Commonly known as double vision, is the simultaneous perception of two images of a single object that may be displaced horizontally, vertically, diagonally (i.e., both vertically and horizontally), or rotationally in relation to each other.

It is usually the result of impaired function of the extraocular muscles (EOMs), where both eyes are still functional but they cannot converge to target the desired object.

Problems with EOMs may be due to mechanical problems, disorders of the neuromuscular junction, disorders of the cranial nerves (III, IV, and VI) that stimulate the muscles, and occasionally disorders involving the supranuclear oculomotor pathways or ingestion of toxins.

Diplopia is often one of the first signs of a systemic disease, particularly to a muscular or neurological process, and it may disrupt a person’s balance, movement, and/or reading abilities.

see Abducens nerve palsy.

see Vertical diplopia.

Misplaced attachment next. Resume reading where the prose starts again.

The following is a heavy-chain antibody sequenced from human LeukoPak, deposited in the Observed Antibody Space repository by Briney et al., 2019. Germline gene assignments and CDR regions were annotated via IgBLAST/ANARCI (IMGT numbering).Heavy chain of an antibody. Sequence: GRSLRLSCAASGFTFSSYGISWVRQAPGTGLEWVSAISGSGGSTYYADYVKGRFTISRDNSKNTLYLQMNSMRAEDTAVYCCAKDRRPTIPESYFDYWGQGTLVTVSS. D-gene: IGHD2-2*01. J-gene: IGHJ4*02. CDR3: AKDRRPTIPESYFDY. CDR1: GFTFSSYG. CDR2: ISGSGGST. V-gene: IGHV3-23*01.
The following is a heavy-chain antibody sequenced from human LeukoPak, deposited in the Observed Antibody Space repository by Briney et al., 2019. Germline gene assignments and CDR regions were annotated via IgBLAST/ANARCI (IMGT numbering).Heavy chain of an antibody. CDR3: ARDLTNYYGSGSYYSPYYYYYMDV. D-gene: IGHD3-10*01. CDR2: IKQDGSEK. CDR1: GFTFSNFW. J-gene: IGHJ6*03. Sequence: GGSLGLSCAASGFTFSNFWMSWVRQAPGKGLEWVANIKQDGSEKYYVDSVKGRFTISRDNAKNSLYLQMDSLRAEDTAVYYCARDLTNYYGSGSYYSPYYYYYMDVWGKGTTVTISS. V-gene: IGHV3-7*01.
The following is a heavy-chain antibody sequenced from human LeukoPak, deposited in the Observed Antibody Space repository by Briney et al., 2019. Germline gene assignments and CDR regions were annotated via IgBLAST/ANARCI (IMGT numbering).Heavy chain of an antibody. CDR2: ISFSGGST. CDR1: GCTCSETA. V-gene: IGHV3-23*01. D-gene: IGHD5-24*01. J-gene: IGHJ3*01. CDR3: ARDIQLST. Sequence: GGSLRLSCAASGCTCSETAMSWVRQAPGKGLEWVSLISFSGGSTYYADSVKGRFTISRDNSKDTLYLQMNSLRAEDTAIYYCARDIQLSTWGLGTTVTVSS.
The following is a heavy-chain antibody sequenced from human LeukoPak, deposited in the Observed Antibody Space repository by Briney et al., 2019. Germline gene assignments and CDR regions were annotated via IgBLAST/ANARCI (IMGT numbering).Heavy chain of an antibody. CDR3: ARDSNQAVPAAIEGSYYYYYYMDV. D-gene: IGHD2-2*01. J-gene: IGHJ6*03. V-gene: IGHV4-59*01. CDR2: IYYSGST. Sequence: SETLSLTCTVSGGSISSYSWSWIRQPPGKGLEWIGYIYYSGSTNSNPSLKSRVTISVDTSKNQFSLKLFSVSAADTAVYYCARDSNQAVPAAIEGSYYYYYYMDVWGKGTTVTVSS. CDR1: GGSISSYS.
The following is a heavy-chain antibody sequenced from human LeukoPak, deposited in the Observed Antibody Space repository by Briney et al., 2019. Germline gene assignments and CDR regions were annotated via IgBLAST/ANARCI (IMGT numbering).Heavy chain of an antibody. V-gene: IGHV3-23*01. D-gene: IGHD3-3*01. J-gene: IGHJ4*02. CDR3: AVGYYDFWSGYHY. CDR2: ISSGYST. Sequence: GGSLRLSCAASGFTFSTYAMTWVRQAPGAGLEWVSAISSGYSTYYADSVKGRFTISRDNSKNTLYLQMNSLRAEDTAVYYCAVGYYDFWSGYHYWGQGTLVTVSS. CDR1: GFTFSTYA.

A clear and comprehensive history is the single most useful evaluation in treating patients with diplopia. The patient typically presents with a history of double vision, where single objects appear as double. Specific inquiry as to onset, progression, and variability with head posture or gaze direction, as well as previous similar episodes (especially if associated with other neurologic symptoms) and/or spontaneous resolution, is very helpful in the diagnosis and management of diplopia. Three important symptoms should be elicited, as follows:

Does covering either eye make the diplopia disappear? This test helps to rule out monocular diplopia, which persists in one eye even if the other eye is covered.

Is the deviation the same in all directions of gaze or by tilting and rotating the head into different positions? This suggests a comitant deviation, with no difference in separation of the images in all directions of gaze. When the extent of deviation changes (and indeed possibly disappears in a given direction), then the deviation is incomitant and suggests a problem with innervation, most likely a paretic muscle.

Is the second object displaced horizontally (side-by-side images) or vertically (images above each other)? Oblique diplopia (images separated horizontally and vertically) should be considered as a manifestation of vertical diplopia.

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